What’s new in {PrettyCols} 1.0.1?

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Back in September 2022 I submitted {PrettyCols}, an R package containing aesthetically pleasing colour palettes, to CRAN. If you missed it, you can read the blog post introducing the package!

After a few months, it was time for an update and this blog post will give you a brief overview of some of the new features and palettes! You can install {PrettyCols} using:


You can also install the development version from GitHub using:


More palettes!

The new release contains twelve additional palettes, including two new sequential palettes (Yellows and Reds), two new diverging palettes (PurpleYellows and RedBlues), and eight new qualitative palettes. You can see the complete list of available palettes by running view_all_palettes():

Grid showing 32 different colour palettes

or browsing the package vignette on available palettes.

Colourblind friendly palettes

PrettyCols::view_all_palettes(colourblind_friendly = TRUE)

Grid showing colourblind friendly colour palettes

You can combine filtering by palette types with filtering by colourblind friendliness, for example to view only colourblind friendly diverging palettes:

PrettyCols::view_all_palettes(type = "div", colourblind_friendly = TRUE)

Grid showing colourblind friendly diverging colour palettes

The view_all_palettes() function now also supports filtering by multiple types, e.g. to view all sequential and diverging palettes:

PrettyCols::view_all_palettes(type = c("seq", "div"))

Grid showing diverging and sequential colour palettes

The colourblind-friendliness has been checked using colorblindcheck::palette_check(), and a judgement made based on the number of distinct colour pairs with deuteranopia, protanopia, tritanopia in comparison to full colour vision. This judgement may not always be correct, and if you think a colour palette has been listed as colourblind friendly in error, please raise a GitHub issue and I’ll re-classify the palette.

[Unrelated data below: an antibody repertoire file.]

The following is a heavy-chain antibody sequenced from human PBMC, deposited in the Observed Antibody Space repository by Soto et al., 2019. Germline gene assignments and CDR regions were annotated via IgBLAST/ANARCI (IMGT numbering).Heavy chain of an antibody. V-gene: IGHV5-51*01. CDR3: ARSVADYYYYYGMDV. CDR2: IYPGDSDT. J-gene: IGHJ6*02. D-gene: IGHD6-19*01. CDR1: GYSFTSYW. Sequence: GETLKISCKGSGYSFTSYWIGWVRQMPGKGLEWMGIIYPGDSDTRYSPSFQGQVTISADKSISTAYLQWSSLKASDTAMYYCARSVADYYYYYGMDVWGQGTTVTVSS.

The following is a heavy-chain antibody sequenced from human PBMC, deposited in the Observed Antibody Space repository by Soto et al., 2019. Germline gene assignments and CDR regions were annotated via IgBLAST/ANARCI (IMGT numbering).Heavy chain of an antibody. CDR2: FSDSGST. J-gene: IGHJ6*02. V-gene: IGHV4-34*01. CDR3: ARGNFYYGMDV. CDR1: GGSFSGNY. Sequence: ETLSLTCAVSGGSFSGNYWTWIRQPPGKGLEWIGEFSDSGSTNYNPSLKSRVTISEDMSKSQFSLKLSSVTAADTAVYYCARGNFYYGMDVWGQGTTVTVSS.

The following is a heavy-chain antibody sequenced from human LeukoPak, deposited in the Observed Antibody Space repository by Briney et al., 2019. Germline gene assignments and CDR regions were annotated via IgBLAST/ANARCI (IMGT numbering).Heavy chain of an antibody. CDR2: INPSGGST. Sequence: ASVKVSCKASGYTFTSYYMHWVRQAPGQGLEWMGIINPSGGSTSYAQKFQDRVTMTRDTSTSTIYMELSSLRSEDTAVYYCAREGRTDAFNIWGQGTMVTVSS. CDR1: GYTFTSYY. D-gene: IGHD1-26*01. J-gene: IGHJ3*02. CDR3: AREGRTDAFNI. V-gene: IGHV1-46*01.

Python support

This colour palette package was originally developed for use with R, particularly with {ggplot2}. However, many people make charts and generative art with Python instead. So, now you can use PrettyCols with Python. The Python code is adapted from the {MetBrewer} package from Blake Robert Mills which also provides support for R and Python.

You can install from GitHub and read more about how to use these palettes with Python in the Using with Python package vignette.

Here’s a small example of using the Bright colour palette with matplotlib to make a bar chart:

import prettycols
import matplotlib.pyplot as plt

colors = pretty_cols(name="Bright", n=3, palette_type="discrete")
x = ['A', 'B', 'C']
value = [1, 2, 3]
plt.bar(x, value, color=colors)

Bar chart with A, B, and C on the x-axis and 1, 2, and 3 on the y-axis. Bars are three different colours.

To end this post, here’s another couple of examples of these palettes being used for generative art!

Generative art piece composed of squares and rectangles inside squares and rectangles.

Generative art piece composed of a 4x4 grid with cutouts in the middle of each squares, with shadows shown.

Show code
aRt::puzzles(n = 200,
             num_groups = 30,
             col_palette = PrettyCols::prettycols("Lively"),
             bg_col = "white",
             s = 1234)
aRt::stacked(n_x = 4,
             n_y = 4,
             col_palette = PrettyCols::prettycols("Lucent"),
             shadow_intensity = 0.1,
             sunangle = 315,
             s = 124)

There are plans for a few more updates in the future including even more palettes, and support for diverging colour scales in {ggplot2} which allows you to specify a midpoint for the scale. If you find that something in {PrettyCols} isn’t working, or if you’ve got an idea for more features, please raise a GitHub issue!

To leave a comment for the author, please follow the link and comment on their blog: R on Nicola Rennie.

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